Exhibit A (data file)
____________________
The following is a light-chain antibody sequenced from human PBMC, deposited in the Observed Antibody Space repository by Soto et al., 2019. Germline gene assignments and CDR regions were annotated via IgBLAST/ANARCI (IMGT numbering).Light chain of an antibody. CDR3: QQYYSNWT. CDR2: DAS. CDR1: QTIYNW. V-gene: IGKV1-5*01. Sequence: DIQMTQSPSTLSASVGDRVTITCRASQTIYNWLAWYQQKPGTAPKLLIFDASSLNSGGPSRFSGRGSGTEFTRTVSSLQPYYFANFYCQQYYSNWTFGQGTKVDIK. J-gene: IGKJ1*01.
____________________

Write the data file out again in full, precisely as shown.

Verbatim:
The following is a light-chain antibody sequenced from human PBMC, deposited in the Observed Antibody Space repository by Soto et al., 2019. Germline gene assignments and CDR regions were annotated via IgBLAST/ANARCI (IMGT numbering).Light chain of an antibody. CDR3: QQYYSNWT. CDR2: DAS. CDR1: QTIYNW. V-gene: IGKV1-5*01. Sequence: DIQMTQSPSTLSASVGDRVTITCRASQTIYNWLAWYQQKPGTAPKLLIFDASSLNSGGPSRFSGRGSGTEFTRTVSSLQPYYFANFYCQQYYSNWTFGQGTKVDIK. J-gene: IGKJ1*01.